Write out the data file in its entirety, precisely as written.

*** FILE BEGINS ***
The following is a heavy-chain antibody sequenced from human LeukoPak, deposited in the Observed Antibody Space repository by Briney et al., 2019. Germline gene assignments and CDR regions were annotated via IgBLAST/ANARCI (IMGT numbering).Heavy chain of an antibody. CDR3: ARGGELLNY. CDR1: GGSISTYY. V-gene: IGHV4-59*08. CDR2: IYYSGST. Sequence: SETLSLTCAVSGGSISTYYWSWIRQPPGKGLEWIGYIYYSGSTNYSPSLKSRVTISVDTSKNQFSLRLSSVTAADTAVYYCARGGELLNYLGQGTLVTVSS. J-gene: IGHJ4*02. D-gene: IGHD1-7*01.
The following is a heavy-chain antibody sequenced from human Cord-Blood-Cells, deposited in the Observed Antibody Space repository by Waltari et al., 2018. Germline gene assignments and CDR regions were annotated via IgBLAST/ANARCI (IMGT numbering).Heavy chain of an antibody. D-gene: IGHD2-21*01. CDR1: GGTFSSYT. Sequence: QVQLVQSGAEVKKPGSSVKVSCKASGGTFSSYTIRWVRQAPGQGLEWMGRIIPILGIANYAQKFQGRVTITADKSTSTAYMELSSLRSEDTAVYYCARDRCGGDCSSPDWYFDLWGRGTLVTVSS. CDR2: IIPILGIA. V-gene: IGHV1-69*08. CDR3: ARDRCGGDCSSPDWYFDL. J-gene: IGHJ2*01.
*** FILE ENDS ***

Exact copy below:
The following is a heavy-chain antibody sequenced from human LeukoPak, deposited in the Observed Antibody Space repository by Briney et al., 2019. Germline gene assignments and CDR regions were annotated via IgBLAST/ANARCI (IMGT numbering).Heavy chain of an antibody. CDR3: ARGGELLNY. CDR1: GGSISTYY. V-gene: IGHV4-59*08. CDR2: IYYSGST. Sequence: SETLSLTCAVSGGSISTYYWSWIRQPPGKGLEWIGYIYYSGSTNYSPSLKSRVTISVDTSKNQFSLRLSSVTAADTAVYYCARGGELLNYLGQGTLVTVSS. J-gene: IGHJ4*02. D-gene: IGHD1-7*01.
The following is a heavy-chain antibody sequenced from human Cord-Blood-Cells, deposited in the Observed Antibody Space repository by Waltari et al., 2018. Germline gene assignments and CDR regions were annotated via IgBLAST/ANARCI (IMGT numbering).Heavy chain of an antibody. D-gene: IGHD2-21*01. CDR1: GGTFSSYT. Sequence: QVQLVQSGAEVKKPGSSVKVSCKASGGTFSSYTIRWVRQAPGQGLEWMGRIIPILGIANYAQKFQGRVTITADKSTSTAYMELSSLRSEDTAVYYCARDRCGGDCSSPDWYFDLWGRGTLVTVSS. CDR2: IIPILGIA. V-gene: IGHV1-69*08. CDR3: ARDRCGGDCSSPDWYFDL. J-gene: IGHJ2*01.